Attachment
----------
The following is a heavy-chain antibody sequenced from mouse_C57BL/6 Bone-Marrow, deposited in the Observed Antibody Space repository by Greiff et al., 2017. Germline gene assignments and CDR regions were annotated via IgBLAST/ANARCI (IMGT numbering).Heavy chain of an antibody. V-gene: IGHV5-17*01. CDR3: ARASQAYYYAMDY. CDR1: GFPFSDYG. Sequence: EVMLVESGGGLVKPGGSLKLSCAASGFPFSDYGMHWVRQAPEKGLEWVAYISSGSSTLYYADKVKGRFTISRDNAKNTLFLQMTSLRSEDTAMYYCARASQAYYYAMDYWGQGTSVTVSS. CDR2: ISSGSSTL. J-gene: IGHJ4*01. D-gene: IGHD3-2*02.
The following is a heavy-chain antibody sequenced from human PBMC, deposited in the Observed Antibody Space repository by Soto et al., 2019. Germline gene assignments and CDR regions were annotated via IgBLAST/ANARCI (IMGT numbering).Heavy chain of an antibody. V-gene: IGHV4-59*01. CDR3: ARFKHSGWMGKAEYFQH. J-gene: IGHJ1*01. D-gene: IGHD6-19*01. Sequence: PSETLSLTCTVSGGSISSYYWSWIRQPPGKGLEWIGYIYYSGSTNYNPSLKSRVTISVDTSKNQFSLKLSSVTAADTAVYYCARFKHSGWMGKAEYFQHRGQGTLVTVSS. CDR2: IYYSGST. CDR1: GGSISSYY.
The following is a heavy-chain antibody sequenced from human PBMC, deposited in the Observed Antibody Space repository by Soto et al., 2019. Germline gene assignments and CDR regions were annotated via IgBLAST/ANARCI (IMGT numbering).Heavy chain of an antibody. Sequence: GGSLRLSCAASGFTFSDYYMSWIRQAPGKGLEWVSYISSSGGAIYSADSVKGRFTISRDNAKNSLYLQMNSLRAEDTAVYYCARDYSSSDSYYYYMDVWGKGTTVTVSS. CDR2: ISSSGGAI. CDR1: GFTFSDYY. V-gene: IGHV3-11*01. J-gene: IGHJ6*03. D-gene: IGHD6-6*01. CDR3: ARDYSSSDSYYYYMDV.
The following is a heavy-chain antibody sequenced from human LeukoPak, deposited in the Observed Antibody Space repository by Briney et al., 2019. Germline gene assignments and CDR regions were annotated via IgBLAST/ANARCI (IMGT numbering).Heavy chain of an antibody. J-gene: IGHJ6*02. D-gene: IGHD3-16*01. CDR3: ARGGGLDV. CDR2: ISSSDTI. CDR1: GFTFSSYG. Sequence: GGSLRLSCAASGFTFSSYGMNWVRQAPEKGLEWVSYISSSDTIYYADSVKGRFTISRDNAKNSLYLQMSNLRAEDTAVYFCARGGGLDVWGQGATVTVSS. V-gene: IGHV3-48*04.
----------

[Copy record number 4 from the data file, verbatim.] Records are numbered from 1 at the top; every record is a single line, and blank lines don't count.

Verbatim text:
The following is a heavy-chain antibody sequenced from human LeukoPak, deposited in the Observed Antibody Space repository by Briney et al., 2019. Germline gene assignments and CDR regions were annotated via IgBLAST/ANARCI (IMGT numbering).Heavy chain of an antibody. J-gene: IGHJ6*02. D-gene: IGHD3-16*01. CDR3: ARGGGLDV. CDR2: ISSSDTI. CDR1: GFTFSSYG. Sequence: GGSLRLSCAASGFTFSSYGMNWVRQAPEKGLEWVSYISSSDTIYYADSVKGRFTISRDNAKNSLYLQMSNLRAEDTAVYFCARGGGLDVWGQGATVTVSS. V-gene: IGHV3-48*04.